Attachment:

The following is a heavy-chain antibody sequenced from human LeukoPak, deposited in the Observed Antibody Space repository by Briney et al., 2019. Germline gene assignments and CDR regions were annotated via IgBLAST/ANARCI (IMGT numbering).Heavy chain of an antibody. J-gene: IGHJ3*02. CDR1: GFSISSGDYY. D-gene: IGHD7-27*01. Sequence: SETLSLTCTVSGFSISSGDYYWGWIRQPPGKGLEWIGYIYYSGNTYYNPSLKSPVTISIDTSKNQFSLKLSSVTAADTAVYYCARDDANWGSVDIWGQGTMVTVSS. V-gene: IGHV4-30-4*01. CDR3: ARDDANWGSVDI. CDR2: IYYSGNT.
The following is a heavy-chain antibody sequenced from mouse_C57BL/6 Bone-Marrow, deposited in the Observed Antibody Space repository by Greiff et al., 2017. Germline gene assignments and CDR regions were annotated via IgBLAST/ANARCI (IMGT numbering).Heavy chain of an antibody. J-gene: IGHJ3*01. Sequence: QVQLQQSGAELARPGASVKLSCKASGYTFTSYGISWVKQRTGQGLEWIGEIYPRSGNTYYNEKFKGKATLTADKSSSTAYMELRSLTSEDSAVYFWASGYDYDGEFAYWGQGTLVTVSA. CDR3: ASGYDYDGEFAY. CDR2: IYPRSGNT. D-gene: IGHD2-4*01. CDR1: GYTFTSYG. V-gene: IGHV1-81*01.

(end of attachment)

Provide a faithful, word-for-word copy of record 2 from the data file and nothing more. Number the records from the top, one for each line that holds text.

The following is a heavy-chain antibody sequenced from mouse_C57BL/6 Bone-Marrow, deposited in the Observed Antibody Space repository by Greiff et al., 2017. Germline gene assignments and CDR regions were annotated via IgBLAST/ANARCI (IMGT numbering).Heavy chain of an antibody. J-gene: IGHJ3*01. Sequence: QVQLQQSGAELARPGASVKLSCKASGYTFTSYGISWVKQRTGQGLEWIGEIYPRSGNTYYNEKFKGKATLTADKSSSTAYMELRSLTSEDSAVYFWASGYDYDGEFAYWGQGTLVTVSA. CDR3: ASGYDYDGEFAY. CDR2: IYPRSGNT. D-gene: IGHD2-4*01. CDR1: GYTFTSYG. V-gene: IGHV1-81*01.